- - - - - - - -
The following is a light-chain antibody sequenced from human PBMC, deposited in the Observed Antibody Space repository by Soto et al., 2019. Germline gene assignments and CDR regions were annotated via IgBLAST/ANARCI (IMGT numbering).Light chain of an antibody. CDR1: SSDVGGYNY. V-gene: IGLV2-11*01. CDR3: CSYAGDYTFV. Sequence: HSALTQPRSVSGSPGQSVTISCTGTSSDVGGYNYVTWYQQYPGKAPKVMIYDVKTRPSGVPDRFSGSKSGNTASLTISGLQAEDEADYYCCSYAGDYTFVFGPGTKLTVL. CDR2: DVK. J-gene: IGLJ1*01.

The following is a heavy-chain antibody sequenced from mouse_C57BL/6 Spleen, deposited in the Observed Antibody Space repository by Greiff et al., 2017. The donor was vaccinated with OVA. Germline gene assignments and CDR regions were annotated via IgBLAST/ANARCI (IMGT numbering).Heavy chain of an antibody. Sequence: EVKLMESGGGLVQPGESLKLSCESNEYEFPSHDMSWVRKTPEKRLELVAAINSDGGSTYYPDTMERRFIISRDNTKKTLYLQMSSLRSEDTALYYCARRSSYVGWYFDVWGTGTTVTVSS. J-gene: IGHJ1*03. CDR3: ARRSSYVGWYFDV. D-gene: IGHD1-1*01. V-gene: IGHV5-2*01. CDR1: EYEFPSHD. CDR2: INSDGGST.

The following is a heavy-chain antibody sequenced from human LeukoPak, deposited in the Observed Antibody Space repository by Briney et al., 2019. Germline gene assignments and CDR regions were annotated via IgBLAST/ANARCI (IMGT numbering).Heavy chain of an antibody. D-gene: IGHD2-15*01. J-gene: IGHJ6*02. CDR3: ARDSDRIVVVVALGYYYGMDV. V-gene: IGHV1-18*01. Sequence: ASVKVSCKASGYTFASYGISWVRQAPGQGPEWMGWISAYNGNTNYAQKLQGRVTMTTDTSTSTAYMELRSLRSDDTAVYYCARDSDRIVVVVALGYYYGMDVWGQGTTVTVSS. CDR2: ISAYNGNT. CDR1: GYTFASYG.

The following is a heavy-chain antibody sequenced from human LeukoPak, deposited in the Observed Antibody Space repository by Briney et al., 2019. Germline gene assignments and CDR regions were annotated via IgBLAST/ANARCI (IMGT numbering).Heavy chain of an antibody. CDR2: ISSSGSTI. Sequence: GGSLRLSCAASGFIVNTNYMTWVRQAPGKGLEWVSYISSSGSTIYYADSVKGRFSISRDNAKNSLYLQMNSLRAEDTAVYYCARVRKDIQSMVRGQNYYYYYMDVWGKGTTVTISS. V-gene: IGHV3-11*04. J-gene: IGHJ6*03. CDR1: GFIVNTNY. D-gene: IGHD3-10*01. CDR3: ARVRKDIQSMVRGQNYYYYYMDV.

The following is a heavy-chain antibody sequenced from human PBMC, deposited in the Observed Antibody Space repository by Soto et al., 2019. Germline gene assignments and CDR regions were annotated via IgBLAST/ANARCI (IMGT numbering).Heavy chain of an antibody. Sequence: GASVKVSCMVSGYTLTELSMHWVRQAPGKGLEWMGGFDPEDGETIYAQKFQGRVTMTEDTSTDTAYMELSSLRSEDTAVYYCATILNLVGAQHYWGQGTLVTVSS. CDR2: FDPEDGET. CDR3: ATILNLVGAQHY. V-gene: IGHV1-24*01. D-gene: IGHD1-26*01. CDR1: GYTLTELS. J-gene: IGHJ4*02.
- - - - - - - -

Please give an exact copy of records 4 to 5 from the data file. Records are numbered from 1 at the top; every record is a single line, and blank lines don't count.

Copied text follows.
The following is a heavy-chain antibody sequenced from human LeukoPak, deposited in the Observed Antibody Space repository by Briney et al., 2019. Germline gene assignments and CDR regions were annotated via IgBLAST/ANARCI (IMGT numbering).Heavy chain of an antibody. CDR2: ISSSGSTI. Sequence: GGSLRLSCAASGFIVNTNYMTWVRQAPGKGLEWVSYISSSGSTIYYADSVKGRFSISRDNAKNSLYLQMNSLRAEDTAVYYCARVRKDIQSMVRGQNYYYYYMDVWGKGTTVTISS. V-gene: IGHV3-11*04. J-gene: IGHJ6*03. CDR1: GFIVNTNY. D-gene: IGHD3-10*01. CDR3: ARVRKDIQSMVRGQNYYYYYMDV.

The following is a heavy-chain antibody sequenced from human PBMC, deposited in the Observed Antibody Space repository by Soto et al., 2019. Germline gene assignments and CDR regions were annotated via IgBLAST/ANARCI (IMGT numbering).Heavy chain of an antibody. Sequence: GASVKVSCMVSGYTLTELSMHWVRQAPGKGLEWMGGFDPEDGETIYAQKFQGRVTMTEDTSTDTAYMELSSLRSEDTAVYYCATILNLVGAQHYWGQGTLVTVSS. CDR2: FDPEDGET. CDR3: ATILNLVGAQHY. V-gene: IGHV1-24*01. D-gene: IGHD1-26*01. CDR1: GYTLTELS. J-gene: IGHJ4*02.